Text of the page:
Many Miwok families, along with those who escaped from the missions, fled for safety to the foothills. There, they were able to exist without constant fear of invaders. The numbers tell the story though – in 1808, Moraga had estimated a Miwok population of 11,000, but the 1846 census listed only 59 Miwok people at Cosumne. It is likely that that other villages had similarly been decreased, and those who had fled to the foothills were not included in the census. The coming of the European and American explorers and settlers was clearly in conflict with the lives of the people who were living here when they came.

In the half-century, between 1800 and 1850, the Miwok lifestyle and culture almost disappeared. The few hundred Indians that remained in the valley could no longer follow their traditional way of existence because the environment they depended upon had undergone dramatic changes.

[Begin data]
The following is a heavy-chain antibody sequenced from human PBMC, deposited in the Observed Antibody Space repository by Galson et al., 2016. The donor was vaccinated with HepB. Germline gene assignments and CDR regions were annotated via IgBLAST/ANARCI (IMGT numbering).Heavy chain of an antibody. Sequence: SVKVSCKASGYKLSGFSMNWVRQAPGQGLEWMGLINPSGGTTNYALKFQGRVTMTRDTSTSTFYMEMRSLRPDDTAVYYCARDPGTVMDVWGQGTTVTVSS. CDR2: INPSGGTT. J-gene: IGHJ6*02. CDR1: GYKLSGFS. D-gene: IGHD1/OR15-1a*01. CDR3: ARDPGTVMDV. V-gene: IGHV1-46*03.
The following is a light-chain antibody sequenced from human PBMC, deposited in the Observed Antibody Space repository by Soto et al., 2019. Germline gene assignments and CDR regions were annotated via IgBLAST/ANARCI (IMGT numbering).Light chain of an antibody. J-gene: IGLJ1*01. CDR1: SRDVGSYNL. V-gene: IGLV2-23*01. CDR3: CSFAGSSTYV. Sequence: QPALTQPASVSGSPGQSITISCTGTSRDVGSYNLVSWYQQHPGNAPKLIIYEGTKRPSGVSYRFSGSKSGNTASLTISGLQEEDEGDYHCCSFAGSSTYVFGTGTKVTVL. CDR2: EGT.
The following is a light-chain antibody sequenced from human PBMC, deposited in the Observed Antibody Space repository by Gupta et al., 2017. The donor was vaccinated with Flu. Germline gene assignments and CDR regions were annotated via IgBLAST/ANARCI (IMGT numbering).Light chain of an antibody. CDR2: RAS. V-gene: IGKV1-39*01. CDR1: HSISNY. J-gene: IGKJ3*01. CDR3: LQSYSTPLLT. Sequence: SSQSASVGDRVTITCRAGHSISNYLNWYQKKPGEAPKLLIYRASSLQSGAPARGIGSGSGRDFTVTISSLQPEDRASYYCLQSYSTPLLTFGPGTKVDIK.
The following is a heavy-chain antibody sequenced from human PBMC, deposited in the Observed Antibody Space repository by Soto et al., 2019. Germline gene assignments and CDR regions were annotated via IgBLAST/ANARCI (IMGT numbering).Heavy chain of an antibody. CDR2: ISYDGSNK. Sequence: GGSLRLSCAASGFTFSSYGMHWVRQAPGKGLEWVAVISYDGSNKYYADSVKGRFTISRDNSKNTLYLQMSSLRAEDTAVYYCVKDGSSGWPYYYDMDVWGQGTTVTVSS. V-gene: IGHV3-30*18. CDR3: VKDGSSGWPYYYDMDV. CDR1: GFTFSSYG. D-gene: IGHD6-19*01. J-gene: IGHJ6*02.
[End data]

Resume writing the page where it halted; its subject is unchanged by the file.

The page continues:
When the Gold Rush came, the Miwok way of life was threatened once again. And, when there was no gold left in the streams, new settlers came, and the Miwok culture became more and more endangered. As lands began to be used for agricultural purposes, it became increasingly difficult for those who had been here first to escape the conflicts with their new, uninvited neighbors.

When the mountains, valleys, and prominent landforms of the Sacramento Valley were charted and named, both Miwok and Spanish names were used to designate various locations.[vi]In some instances, the Indian names were converted to Spanish, and that is how we happen to have many of the names we use today.

Ellen Rosa, our valued collector of Cosumnes history, has a copy of the Omochumnes Land Grant that was obtained by Jared Dixon Sheldon in 1844. This is the description of the area between Grant Line Road and the Cosumnes River:

“Terrenos altas con poco pasto; Lomerias esteriles pedregosas. five Sitios de grand Mayor between the north side of the River Cosumnes, the Rancheria of the Omochumnes, the rocky hills, and the pass which at said River leads to Mr. Sutter’s establishment.”